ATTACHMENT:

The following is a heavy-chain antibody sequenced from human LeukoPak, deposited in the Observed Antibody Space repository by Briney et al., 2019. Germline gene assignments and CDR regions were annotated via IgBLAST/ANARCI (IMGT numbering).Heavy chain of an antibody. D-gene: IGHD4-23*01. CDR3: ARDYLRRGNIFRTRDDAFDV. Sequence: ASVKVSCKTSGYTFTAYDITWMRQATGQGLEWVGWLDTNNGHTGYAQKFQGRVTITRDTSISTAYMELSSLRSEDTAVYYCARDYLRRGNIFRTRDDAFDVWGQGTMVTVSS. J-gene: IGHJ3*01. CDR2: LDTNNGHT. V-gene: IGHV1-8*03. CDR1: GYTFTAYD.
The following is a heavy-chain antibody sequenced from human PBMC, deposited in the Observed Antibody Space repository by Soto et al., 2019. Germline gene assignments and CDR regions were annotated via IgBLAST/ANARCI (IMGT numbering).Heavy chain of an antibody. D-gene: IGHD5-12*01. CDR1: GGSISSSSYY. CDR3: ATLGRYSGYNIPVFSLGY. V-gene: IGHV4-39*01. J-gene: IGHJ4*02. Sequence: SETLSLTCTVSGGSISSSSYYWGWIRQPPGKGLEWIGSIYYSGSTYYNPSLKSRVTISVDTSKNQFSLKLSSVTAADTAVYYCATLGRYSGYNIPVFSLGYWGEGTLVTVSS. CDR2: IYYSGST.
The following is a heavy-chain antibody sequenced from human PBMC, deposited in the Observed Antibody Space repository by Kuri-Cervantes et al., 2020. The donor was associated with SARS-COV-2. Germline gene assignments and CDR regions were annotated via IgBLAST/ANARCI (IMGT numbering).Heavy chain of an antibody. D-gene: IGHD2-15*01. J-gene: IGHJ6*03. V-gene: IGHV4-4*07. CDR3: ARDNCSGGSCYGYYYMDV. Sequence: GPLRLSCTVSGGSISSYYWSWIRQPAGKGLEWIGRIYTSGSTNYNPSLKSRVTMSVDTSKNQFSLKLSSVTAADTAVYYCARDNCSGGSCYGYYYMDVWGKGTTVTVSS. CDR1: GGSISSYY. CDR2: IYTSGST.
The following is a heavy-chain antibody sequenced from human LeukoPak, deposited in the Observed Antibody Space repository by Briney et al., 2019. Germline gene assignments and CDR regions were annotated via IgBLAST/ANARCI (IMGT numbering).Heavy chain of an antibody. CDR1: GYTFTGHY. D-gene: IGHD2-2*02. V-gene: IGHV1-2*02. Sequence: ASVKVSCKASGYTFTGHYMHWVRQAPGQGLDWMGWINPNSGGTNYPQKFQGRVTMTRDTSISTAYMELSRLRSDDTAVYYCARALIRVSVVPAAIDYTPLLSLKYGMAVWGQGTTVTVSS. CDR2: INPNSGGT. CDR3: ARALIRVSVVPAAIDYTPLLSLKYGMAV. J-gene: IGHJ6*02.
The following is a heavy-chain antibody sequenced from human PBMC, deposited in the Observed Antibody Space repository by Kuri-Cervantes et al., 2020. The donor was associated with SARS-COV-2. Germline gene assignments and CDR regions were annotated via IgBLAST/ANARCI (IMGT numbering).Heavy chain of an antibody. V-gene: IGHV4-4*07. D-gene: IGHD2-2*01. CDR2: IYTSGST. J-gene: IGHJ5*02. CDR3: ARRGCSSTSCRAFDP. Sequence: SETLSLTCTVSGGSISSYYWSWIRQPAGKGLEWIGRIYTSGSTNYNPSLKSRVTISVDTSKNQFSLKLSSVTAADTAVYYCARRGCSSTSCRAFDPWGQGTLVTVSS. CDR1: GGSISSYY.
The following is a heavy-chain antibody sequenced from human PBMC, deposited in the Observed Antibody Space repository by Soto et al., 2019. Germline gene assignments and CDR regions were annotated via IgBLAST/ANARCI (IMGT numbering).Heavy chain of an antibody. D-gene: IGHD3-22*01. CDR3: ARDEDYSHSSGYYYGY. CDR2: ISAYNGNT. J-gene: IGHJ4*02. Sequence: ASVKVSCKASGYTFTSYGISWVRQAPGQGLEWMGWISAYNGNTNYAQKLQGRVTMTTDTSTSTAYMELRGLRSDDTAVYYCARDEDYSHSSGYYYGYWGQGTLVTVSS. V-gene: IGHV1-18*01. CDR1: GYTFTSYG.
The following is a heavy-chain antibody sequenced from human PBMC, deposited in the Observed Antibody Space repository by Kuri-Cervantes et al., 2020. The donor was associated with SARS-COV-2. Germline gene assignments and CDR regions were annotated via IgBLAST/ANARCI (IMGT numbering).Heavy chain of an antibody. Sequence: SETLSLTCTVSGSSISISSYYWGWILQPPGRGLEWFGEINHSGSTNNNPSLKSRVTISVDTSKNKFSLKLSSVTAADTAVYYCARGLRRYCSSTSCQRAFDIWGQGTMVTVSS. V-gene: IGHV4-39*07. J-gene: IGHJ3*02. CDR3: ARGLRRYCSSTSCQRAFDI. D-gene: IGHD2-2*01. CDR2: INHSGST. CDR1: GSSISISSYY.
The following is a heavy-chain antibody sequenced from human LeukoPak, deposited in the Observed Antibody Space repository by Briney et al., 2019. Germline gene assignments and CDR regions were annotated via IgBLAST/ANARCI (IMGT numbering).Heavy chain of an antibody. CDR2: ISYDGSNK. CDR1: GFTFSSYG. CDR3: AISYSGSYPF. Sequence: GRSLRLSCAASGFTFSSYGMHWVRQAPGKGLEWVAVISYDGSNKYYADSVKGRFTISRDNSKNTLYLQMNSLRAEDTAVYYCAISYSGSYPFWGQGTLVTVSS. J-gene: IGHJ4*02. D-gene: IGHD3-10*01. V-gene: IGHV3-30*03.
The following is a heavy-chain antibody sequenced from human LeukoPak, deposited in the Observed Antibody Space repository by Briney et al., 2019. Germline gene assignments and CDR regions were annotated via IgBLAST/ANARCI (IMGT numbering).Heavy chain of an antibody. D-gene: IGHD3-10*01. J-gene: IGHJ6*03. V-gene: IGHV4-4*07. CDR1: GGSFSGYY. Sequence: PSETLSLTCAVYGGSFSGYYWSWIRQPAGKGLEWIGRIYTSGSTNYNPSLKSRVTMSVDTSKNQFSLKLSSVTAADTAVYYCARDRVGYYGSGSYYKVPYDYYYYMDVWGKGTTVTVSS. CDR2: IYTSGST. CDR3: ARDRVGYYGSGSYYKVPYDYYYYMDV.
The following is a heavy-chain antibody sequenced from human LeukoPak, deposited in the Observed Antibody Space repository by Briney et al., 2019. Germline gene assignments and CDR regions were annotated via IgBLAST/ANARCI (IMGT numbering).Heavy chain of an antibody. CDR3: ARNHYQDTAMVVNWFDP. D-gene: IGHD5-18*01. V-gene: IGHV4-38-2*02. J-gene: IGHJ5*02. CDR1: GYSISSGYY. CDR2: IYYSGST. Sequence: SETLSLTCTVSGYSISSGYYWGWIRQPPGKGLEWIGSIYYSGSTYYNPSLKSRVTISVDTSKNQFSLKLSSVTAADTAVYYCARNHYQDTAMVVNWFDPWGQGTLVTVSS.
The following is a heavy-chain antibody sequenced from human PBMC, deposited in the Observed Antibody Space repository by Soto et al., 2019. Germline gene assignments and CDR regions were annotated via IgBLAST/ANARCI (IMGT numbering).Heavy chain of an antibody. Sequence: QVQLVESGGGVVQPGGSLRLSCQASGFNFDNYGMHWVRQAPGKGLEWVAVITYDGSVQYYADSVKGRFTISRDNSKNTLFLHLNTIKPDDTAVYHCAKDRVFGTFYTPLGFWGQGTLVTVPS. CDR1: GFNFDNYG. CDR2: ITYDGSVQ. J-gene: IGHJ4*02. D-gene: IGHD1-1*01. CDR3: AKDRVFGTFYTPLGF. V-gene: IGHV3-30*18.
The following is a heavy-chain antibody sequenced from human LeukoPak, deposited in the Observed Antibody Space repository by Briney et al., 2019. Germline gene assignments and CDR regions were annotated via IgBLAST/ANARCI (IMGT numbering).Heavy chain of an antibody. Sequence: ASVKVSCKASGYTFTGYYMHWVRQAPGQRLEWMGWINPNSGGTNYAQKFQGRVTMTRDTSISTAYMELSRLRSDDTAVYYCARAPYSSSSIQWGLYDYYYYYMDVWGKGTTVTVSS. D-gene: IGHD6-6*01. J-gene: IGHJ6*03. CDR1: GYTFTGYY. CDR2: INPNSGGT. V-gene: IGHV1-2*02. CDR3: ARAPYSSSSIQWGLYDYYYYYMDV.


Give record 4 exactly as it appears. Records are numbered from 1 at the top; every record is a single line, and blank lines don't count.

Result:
The following is a heavy-chain antibody sequenced from human LeukoPak, deposited in the Observed Antibody Space repository by Briney et al., 2019. Germline gene assignments and CDR regions were annotated via IgBLAST/ANARCI (IMGT numbering).Heavy chain of an antibody. CDR1: GYTFTGHY. D-gene: IGHD2-2*02. V-gene: IGHV1-2*02. Sequence: ASVKVSCKASGYTFTGHYMHWVRQAPGQGLDWMGWINPNSGGTNYPQKFQGRVTMTRDTSISTAYMELSRLRSDDTAVYYCARALIRVSVVPAAIDYTPLLSLKYGMAVWGQGTTVTVSS. CDR2: INPNSGGT. CDR3: ARALIRVSVVPAAIDYTPLLSLKYGMAV. J-gene: IGHJ6*02.